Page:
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Two minor 'Hamlet' characters debut at HART

'Rosencrantz' engages with The Bard through visual cues, quotations


NEWS-TIMES PHOTO: MICHAEL SPROLES - 'Rosencrantz and Guildenstern Are Dead,' directed by Peter Stein, premieres at HART Theatre this Friday, May 27, at 7:30 p.m. and runs through June 19.Audiences can learn a thing or two about the incomprehensibility of the world, the difficulty of making meaningful choices and the relationship between life and the stage when they view HART Theatre’s production of “Rosencrantz and Guildenstern Are Dead,” which premieres this Friday in Hillsboro.

The production, directed by Peter Stein, is an absurdist, existentialist tragicomedy written by playwright Tom Stoppard, and expands upon the exploits of two minor characters from William Shakespeare’s “Hamlet,” the courtiers Rosencrantz, played by Les Ico, and Guildenstern, played by Dan Krool.

The action of Stoppard’s play takes place mainly in the shadow of Shakespeare, with brief appearances by major characters from “Hamlet” who enact fragments of the original’s scenes. Between these episodes, the two protagonists voice their confusion at the progress of events occurring onstage without them in The Bard’s play.

“Stoppard has a lot of clever concepts in the play, and he plays around with plot,” said HART Theatre co-artistic director Paul Roder. “The play starts and stops in ways you don’t see coming.”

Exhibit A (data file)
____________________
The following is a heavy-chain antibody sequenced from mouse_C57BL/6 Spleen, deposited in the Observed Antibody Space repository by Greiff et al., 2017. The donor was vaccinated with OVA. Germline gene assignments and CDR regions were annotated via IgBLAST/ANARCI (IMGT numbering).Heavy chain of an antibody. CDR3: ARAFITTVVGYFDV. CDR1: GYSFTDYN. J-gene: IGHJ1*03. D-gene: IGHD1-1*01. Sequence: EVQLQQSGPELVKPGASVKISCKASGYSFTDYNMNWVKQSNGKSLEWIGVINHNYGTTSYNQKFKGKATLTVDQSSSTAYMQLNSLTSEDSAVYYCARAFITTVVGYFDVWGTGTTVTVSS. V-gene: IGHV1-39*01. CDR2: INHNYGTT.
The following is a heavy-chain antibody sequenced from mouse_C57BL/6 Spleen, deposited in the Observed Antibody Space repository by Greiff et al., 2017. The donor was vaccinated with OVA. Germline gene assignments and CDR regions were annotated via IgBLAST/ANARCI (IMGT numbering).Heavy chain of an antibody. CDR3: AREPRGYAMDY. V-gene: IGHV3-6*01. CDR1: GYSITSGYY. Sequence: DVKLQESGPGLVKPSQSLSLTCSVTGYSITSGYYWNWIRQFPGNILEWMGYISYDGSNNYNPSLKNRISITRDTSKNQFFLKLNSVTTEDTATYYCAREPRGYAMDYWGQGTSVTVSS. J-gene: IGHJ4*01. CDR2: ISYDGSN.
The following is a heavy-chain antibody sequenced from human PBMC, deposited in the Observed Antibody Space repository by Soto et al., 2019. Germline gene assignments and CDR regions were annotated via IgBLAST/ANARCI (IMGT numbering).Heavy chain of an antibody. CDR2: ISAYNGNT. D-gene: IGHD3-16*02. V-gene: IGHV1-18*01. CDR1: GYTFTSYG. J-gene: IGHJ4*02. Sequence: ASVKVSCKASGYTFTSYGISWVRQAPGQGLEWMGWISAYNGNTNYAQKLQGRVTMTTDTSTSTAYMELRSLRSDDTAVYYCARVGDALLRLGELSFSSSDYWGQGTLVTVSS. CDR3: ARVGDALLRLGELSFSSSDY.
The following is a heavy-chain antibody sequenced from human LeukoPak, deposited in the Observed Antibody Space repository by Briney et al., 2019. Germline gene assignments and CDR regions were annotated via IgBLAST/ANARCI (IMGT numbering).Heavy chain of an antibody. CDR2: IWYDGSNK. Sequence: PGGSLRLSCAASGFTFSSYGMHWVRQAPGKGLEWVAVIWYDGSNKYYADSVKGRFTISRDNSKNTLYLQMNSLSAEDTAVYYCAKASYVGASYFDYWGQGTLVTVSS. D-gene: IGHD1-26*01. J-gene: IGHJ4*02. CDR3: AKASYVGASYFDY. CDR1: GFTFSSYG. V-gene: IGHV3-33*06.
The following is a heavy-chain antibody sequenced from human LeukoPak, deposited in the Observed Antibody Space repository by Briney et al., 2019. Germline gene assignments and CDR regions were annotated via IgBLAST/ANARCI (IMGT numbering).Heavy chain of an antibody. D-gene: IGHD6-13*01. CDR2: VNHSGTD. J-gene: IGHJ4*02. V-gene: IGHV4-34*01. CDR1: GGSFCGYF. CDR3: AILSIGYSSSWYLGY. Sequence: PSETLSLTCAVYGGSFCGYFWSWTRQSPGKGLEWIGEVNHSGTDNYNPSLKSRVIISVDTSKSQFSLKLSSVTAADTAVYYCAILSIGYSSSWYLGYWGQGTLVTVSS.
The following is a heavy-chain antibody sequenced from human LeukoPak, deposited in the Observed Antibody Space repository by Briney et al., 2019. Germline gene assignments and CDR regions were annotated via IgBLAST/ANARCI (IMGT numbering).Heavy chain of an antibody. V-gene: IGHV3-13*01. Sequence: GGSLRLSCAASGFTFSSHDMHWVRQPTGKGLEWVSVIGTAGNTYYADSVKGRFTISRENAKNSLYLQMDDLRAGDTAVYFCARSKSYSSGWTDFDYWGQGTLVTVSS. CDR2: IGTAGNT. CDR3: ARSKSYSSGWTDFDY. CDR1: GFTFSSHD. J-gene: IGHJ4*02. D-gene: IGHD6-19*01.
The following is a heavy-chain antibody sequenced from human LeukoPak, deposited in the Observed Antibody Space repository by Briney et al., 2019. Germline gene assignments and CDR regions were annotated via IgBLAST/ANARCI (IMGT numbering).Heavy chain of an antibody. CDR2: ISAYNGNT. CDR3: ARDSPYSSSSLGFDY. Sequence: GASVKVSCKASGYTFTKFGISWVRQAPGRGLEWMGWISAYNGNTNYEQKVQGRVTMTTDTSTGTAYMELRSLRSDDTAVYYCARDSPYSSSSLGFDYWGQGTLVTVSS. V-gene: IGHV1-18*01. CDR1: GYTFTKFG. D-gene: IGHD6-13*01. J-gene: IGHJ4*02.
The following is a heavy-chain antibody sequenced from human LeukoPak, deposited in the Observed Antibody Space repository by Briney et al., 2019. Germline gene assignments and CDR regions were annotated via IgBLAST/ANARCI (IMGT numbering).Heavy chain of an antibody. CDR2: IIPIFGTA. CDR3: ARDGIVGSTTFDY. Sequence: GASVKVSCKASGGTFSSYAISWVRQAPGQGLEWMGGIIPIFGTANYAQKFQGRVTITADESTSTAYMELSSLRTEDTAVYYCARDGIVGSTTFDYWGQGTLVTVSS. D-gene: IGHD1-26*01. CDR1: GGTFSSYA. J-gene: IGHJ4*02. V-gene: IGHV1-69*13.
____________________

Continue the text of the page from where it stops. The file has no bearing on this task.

“Rosencrantz” actively engages with “Hamlet” through quotations and visual cues. Stoppard includes many of Hamlet’s most notable scenes in a way that casts them in a new light. For example, in the ‘to be or not to be’ soliloquy — arguably the most famous portion of “Hamlet” — Hamlet’s monologue centers around mortality and whether or not he should kill himself.

Stoppard includes this scene in his play, but has it occur in the background, while Rosencrantz and Guildenstern, in the foreground, wonder whether to approach Hamlet. As Hamlet mulls over the idea of death, they decide that the time is perfect for a casual chat. This belief is deeply at odds with Hamlet’s actual state of mind, which the audience knows but the characters do not. Dramatic irony becomes one of the intriguing tools Stoppard employs in this production.

“It’s interesting to see the story from their point of view,” said Roder. “Action just sort of happens around them, and they’re drawn to it.”

Roder also commended the twists and the language in the play and noted that the production would be a good bookend to close out the HART’s season, which kicked off last year with “I Hate Hamlet.”

The troupe’s next season will debut in September with “Macbeth,” another Shakespeare production.

“The director, Stein, has a very strong vision,” said Roder.